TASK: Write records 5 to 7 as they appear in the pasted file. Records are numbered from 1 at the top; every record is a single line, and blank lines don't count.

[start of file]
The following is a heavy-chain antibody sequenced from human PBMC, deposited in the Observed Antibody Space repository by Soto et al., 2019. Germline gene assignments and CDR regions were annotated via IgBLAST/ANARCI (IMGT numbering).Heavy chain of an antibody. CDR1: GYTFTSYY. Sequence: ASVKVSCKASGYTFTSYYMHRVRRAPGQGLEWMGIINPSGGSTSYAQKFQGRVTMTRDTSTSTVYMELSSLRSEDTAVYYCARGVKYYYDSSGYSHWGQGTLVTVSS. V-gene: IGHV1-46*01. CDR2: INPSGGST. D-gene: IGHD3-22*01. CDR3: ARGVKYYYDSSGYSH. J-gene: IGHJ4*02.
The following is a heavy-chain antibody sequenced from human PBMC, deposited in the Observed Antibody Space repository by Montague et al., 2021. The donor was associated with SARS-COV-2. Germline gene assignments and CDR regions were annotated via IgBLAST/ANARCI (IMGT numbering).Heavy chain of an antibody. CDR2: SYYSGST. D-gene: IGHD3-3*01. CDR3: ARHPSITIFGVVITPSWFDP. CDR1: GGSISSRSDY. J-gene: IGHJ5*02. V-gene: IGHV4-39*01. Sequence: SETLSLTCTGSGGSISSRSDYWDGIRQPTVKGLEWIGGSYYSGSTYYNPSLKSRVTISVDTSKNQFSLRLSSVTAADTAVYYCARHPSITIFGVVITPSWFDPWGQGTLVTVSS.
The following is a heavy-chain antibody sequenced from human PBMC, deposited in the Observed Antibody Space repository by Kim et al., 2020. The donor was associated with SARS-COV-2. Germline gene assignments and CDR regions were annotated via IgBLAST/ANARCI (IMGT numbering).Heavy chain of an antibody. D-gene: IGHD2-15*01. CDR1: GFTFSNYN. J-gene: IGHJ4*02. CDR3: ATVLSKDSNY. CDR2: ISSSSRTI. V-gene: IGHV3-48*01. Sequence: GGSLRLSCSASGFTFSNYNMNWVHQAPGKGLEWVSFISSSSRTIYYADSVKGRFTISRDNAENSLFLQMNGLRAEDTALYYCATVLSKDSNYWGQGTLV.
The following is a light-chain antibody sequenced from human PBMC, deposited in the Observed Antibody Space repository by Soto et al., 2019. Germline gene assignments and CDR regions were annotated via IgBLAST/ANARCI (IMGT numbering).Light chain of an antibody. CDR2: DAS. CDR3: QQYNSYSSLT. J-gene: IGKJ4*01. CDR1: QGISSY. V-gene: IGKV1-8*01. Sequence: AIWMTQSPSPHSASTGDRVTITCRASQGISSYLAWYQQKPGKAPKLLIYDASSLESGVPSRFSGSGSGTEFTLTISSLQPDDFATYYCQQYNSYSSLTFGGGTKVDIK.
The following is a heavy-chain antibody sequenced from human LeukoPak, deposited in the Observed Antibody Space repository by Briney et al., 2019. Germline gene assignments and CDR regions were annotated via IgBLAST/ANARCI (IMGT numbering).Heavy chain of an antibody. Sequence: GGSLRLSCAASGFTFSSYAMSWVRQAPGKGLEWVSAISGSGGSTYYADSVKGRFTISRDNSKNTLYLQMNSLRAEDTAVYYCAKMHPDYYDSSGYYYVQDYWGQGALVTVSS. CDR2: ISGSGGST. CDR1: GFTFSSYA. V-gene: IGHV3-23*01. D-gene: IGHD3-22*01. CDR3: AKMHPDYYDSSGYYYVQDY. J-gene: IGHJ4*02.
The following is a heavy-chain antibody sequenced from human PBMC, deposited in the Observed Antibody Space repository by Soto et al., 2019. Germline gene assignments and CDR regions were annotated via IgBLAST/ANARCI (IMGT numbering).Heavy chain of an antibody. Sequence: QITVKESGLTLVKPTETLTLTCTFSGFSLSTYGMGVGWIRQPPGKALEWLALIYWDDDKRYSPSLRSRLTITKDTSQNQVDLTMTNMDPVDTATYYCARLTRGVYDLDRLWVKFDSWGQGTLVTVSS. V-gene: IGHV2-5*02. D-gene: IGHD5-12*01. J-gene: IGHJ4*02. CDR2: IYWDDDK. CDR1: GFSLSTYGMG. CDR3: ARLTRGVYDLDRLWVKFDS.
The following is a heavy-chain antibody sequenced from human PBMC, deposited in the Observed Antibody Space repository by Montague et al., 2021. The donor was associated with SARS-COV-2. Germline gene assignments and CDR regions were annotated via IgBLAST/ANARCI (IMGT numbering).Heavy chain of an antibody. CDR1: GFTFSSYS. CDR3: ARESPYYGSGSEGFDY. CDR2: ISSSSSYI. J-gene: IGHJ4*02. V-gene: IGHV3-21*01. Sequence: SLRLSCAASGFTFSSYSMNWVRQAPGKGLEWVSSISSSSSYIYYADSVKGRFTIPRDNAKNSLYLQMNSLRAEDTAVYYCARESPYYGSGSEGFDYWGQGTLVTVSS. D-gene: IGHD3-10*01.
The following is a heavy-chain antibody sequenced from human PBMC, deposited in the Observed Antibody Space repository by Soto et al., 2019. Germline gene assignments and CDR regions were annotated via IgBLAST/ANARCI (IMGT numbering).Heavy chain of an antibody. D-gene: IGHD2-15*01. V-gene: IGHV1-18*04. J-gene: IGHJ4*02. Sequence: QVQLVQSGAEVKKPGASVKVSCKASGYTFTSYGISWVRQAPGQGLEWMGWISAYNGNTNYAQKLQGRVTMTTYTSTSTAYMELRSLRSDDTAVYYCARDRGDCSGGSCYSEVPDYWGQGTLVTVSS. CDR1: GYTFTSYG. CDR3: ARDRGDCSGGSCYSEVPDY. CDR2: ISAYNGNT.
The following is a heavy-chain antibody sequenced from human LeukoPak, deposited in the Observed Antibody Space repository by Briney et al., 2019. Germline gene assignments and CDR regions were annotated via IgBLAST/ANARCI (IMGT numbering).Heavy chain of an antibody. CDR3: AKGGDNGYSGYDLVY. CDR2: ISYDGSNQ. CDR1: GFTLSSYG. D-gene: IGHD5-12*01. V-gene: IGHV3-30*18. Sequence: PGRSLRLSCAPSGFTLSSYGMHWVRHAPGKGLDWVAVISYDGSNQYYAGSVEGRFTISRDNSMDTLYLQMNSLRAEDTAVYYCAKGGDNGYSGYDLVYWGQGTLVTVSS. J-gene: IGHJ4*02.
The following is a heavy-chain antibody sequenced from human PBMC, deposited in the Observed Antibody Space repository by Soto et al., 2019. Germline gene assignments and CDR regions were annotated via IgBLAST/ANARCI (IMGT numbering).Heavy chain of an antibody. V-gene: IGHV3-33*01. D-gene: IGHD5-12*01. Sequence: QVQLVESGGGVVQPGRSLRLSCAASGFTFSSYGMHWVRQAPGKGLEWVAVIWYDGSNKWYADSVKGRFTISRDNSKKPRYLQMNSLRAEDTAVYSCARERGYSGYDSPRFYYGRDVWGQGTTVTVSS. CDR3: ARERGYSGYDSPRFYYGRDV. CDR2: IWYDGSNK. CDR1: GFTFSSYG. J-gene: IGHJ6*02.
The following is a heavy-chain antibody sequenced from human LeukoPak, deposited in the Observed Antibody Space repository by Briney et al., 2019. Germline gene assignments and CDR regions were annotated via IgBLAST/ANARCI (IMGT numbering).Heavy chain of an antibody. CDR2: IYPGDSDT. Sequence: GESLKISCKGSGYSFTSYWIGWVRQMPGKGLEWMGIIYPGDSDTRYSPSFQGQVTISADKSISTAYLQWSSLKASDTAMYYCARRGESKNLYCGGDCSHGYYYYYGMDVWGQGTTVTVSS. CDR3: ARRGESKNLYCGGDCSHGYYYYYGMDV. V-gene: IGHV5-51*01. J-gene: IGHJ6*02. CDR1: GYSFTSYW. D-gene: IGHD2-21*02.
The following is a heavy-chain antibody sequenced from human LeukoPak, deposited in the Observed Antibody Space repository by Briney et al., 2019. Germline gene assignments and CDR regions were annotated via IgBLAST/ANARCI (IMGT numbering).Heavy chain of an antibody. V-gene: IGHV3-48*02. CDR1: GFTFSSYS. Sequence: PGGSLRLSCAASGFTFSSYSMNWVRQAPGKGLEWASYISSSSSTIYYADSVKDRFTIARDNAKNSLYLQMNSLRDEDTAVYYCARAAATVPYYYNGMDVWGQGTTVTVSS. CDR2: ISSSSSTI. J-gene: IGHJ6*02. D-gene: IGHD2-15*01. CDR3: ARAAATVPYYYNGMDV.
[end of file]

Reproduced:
The following is a heavy-chain antibody sequenced from human LeukoPak, deposited in the Observed Antibody Space repository by Briney et al., 2019. Germline gene assignments and CDR regions were annotated via IgBLAST/ANARCI (IMGT numbering).Heavy chain of an antibody. Sequence: GGSLRLSCAASGFTFSSYAMSWVRQAPGKGLEWVSAISGSGGSTYYADSVKGRFTISRDNSKNTLYLQMNSLRAEDTAVYYCAKMHPDYYDSSGYYYVQDYWGQGALVTVSS. CDR2: ISGSGGST. CDR1: GFTFSSYA. V-gene: IGHV3-23*01. D-gene: IGHD3-22*01. CDR3: AKMHPDYYDSSGYYYVQDY. J-gene: IGHJ4*02.
The following is a heavy-chain antibody sequenced from human PBMC, deposited in the Observed Antibody Space repository by Soto et al., 2019. Germline gene assignments and CDR regions were annotated via IgBLAST/ANARCI (IMGT numbering).Heavy chain of an antibody. Sequence: QITVKESGLTLVKPTETLTLTCTFSGFSLSTYGMGVGWIRQPPGKALEWLALIYWDDDKRYSPSLRSRLTITKDTSQNQVDLTMTNMDPVDTATYYCARLTRGVYDLDRLWVKFDSWGQGTLVTVSS. V-gene: IGHV2-5*02. D-gene: IGHD5-12*01. J-gene: IGHJ4*02. CDR2: IYWDDDK. CDR1: GFSLSTYGMG. CDR3: ARLTRGVYDLDRLWVKFDS.
The following is a heavy-chain antibody sequenced from human PBMC, deposited in the Observed Antibody Space repository by Montague et al., 2021. The donor was associated with SARS-COV-2. Germline gene assignments and CDR regions were annotated via IgBLAST/ANARCI (IMGT numbering).Heavy chain of an antibody. CDR1: GFTFSSYS. CDR3: ARESPYYGSGSEGFDY. CDR2: ISSSSSYI. J-gene: IGHJ4*02. V-gene: IGHV3-21*01. Sequence: SLRLSCAASGFTFSSYSMNWVRQAPGKGLEWVSSISSSSSYIYYADSVKGRFTIPRDNAKNSLYLQMNSLRAEDTAVYYCARESPYYGSGSEGFDYWGQGTLVTVSS. D-gene: IGHD3-10*01.